VOYAGES ROUND THE WORLD, AND POLAR EXPEDITIONS

After a short stay at the Canary Islands, Kruzenstern hunted in vain, as La Pérouse had done before him, for the Island of Ascension, as to the existence of which opinion had been divided for some three hundred years. He then rounded Cape Frio, the position of which he was unable exactly to determine although he was most anxious to do so, the accounts of earlier travellers and the maps hitherto laid down varying from 23° 6' to 22° 34'. A reconnaissance of the coast of Brazil was succeeded by a sail through the passage between the islands of Gal and Alvaredo, unjustly characterized as dangerous by La Pérouse, and on the 21st December, 1803, St. Catherine was reached.

The necessity for replacing the main and mizzen masts of the Neva detained Kruzenstern for five weeks on this island, where he was most cordially received by the Portuguese authorities.

On the 4th February, the two vessels were able to resume their voyage, prepared to face all the dangers of the South Sea, and to double Cape Horn, that bugbear of all navigators. As far as Staten Island the weather was uniformly fine, but beyond it the explorers had to contend with extremely violent gales, storms of hail and snow, dense fogs, huge waves, and a swell in which the vessels laboured heavily. On the 24th March, the ships lost sight of each other in a dense fog a little above the western entrance to the Straits of Magellan. They did not meet again until both reached Noukha-Hiva.

Kruzenstern having given up all idea of touching at Easter Island, now made for the Marquesas, or Mendoza Archipelago, and determined the position of Fatongou and Udhugu Islands, called Washington by the American Captain Ingraham, who discovered them in 1791, a few weeks before Captain Marchand, who named them Revolution Islands. Kruzenstern also saw Hiva-Hoa, the Dominica of Mendaña, and at Noukha-Hiva met an Englishman named Roberts, and a Frenchman named Cabritt, whose knowledge of the language was of great service to him.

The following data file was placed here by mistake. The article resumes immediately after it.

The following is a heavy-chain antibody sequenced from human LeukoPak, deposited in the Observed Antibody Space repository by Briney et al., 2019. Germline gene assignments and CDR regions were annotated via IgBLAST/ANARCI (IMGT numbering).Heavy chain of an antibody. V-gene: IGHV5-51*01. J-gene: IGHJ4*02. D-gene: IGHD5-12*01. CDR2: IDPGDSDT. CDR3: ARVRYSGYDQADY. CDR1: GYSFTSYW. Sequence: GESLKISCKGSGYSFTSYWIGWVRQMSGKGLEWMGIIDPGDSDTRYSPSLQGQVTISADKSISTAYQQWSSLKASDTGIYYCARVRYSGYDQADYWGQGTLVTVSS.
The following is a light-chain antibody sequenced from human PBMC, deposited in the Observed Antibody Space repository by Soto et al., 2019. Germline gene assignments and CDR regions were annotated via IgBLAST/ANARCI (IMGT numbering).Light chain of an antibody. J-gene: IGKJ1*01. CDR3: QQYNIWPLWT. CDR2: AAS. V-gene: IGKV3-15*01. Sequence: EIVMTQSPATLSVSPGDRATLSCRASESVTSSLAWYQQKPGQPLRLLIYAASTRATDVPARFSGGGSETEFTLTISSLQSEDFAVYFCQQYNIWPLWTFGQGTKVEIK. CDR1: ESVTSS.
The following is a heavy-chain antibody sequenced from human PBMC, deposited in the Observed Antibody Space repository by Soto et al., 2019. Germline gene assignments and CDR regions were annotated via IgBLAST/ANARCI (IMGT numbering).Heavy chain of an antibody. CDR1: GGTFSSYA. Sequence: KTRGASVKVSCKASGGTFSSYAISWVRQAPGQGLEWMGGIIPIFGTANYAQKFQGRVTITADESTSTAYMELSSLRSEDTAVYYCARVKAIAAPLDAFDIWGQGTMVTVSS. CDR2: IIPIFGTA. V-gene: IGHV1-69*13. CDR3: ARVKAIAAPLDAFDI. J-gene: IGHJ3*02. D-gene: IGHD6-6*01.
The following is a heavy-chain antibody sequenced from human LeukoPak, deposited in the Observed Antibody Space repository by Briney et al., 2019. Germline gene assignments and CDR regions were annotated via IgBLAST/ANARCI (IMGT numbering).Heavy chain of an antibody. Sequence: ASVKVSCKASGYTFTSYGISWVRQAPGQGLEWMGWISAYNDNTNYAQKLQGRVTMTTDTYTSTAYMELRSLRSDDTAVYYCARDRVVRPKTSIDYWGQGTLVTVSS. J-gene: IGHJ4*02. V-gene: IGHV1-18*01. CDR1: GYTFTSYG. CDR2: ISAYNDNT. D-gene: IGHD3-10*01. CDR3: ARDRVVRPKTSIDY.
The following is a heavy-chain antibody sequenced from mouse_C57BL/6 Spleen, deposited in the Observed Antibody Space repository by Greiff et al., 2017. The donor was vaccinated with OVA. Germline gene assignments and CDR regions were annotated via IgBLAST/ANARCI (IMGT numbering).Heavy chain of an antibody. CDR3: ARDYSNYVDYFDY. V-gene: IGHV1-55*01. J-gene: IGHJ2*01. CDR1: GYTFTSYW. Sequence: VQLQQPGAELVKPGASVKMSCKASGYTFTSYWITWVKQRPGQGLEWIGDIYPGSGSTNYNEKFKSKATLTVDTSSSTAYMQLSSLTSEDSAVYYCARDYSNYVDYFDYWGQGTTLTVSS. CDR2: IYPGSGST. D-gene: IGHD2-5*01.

The incidents of the stay in the Marquesas Archipelago are of little interest, they were much the same as those related in Cook's Voyages. The total, but at the same time utterly unconscious immodesty of the women, the extensive agricultural knowledge of the natives, and their greed of iron instruments, are commented upon in both narratives.

Nothing is noticed in the later which is not to be found in the earlier narrative, if we except some remarks on the existence of numerous societies of which the king or his relations, priests, or celebrated warriors, are the chiefs, and the aim of which is the providing of the people with food in times of scarcity. In our opinion these societies resemble the clans of Scotland or the Indian tribes of America. Kruzenstern, however, does not agree with us, as the following quotation will show.

"The members of these clubs are distinguished by different tattooed marks upon their bodies; those of the king's club, consisting of twenty-six members, have a square one on their breasts about six inches long and four wide, and to this company Roberts belonged. The companions of the Frenchman, Joseph Cabritt, were marked with a tattooed eye, &c. Roberts assured me that he never would have entered this association, had he not been driven to it by extreme hunger. There was an apparent want of consistency in this dislike, as the members of these companies are not only relieved from all care as to their subsistence, but, even by his own account, the admittance into them is a distinction that many seek to obtain. I am therefore inclined to believe that it must be attended with the loss of some part of liberty."

A reconnaissance of the neighbourhood of Anna Maria led to the discovery of Port Tchitchagoff, which, though the entrance is difficult, is so shut in by land that its waters are unruffled by the most violent storm.

At the time of Kruzenstern's visit to Noukha-Hiva, cannibalism was still largely practised, but the traveller had no tangible proof of the prevalence of the custom. In fact Kruzenstern was very affably received by the king of the cannibals, who appeared to exercise but little authority over his people, a race addicted to the most revolting vices, and our hero owns that but for the intelligent and disinterested testimony of the two Europeans mentioned above he should have carried away a very favourable opinion of the natives.